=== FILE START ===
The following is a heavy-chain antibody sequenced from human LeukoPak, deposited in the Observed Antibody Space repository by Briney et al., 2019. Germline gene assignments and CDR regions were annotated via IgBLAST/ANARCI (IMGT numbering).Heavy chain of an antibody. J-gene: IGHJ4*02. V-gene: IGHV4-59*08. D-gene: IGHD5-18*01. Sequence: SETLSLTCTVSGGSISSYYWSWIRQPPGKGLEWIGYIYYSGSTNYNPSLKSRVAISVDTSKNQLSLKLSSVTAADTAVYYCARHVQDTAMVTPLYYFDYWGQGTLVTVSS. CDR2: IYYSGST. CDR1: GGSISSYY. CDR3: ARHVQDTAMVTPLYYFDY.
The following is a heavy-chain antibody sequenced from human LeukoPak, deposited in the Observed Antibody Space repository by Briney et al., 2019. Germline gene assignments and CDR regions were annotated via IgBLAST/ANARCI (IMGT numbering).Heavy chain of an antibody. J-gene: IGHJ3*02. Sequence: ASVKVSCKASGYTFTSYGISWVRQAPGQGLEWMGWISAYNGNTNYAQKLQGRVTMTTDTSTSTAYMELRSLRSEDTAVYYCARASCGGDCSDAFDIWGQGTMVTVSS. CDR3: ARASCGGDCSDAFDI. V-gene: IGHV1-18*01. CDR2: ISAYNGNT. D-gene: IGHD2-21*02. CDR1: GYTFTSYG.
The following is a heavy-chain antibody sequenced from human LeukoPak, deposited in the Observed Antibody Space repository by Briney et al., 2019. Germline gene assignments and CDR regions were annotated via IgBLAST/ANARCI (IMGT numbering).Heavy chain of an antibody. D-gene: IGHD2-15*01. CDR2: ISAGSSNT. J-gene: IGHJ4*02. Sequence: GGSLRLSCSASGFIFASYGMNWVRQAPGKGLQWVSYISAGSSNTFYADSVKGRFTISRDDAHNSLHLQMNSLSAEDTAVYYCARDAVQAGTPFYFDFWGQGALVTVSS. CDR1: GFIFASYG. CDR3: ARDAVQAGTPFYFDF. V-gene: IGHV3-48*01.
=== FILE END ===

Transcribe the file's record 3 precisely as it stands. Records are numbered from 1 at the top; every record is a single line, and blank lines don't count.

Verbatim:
The following is a heavy-chain antibody sequenced from human LeukoPak, deposited in the Observed Antibody Space repository by Briney et al., 2019. Germline gene assignments and CDR regions were annotated via IgBLAST/ANARCI (IMGT numbering).Heavy chain of an antibody. D-gene: IGHD2-15*01. CDR2: ISAGSSNT. J-gene: IGHJ4*02. Sequence: GGSLRLSCSASGFIFASYGMNWVRQAPGKGLQWVSYISAGSSNTFYADSVKGRFTISRDDAHNSLHLQMNSLSAEDTAVYYCARDAVQAGTPFYFDFWGQGALVTVSS. CDR1: GFIFASYG. CDR3: ARDAVQAGTPFYFDF. V-gene: IGHV3-48*01.